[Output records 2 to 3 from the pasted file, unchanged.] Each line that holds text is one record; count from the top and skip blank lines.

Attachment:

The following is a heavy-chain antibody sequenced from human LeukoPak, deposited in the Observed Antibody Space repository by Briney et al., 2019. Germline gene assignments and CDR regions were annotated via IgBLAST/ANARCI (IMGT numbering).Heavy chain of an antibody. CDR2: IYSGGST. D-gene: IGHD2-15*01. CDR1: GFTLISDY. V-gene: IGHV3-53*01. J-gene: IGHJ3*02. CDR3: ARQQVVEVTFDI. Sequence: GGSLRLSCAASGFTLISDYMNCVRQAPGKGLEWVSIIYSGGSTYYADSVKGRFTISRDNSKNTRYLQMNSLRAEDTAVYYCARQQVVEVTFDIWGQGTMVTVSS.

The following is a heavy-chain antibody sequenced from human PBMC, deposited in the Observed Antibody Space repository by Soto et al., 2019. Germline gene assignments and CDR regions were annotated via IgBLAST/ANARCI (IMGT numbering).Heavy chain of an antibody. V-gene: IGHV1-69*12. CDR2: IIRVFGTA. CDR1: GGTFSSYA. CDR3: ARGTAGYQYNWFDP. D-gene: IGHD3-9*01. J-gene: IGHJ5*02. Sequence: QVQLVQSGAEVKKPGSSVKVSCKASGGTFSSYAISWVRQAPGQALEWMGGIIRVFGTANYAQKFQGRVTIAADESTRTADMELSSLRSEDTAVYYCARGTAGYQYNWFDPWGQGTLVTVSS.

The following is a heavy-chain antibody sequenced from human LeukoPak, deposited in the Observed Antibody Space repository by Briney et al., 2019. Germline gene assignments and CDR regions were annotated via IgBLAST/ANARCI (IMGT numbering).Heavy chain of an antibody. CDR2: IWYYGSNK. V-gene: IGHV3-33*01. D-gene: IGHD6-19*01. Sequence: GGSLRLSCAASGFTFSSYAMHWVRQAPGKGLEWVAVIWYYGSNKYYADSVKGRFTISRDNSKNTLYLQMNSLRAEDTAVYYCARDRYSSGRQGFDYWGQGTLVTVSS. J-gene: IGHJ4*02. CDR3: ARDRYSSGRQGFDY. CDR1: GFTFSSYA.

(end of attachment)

The following is a heavy-chain antibody sequenced from human PBMC, deposited in the Observed Antibody Space repository by Soto et al., 2019. Germline gene assignments and CDR regions were annotated via IgBLAST/ANARCI (IMGT numbering).Heavy chain of an antibody. V-gene: IGHV1-69*12. CDR2: IIRVFGTA. CDR1: GGTFSSYA. CDR3: ARGTAGYQYNWFDP. D-gene: IGHD3-9*01. J-gene: IGHJ5*02. Sequence: QVQLVQSGAEVKKPGSSVKVSCKASGGTFSSYAISWVRQAPGQALEWMGGIIRVFGTANYAQKFQGRVTIAADESTRTADMELSSLRSEDTAVYYCARGTAGYQYNWFDPWGQGTLVTVSS.

The following is a heavy-chain antibody sequenced from human LeukoPak, deposited in the Observed Antibody Space repository by Briney et al., 2019. Germline gene assignments and CDR regions were annotated via IgBLAST/ANARCI (IMGT numbering).Heavy chain of an antibody. CDR2: IWYYGSNK. V-gene: IGHV3-33*01. D-gene: IGHD6-19*01. Sequence: GGSLRLSCAASGFTFSSYAMHWVRQAPGKGLEWVAVIWYYGSNKYYADSVKGRFTISRDNSKNTLYLQMNSLRAEDTAVYYCARDRYSSGRQGFDYWGQGTLVTVSS. J-gene: IGHJ4*02. CDR3: ARDRYSSGRQGFDY. CDR1: GFTFSSYA.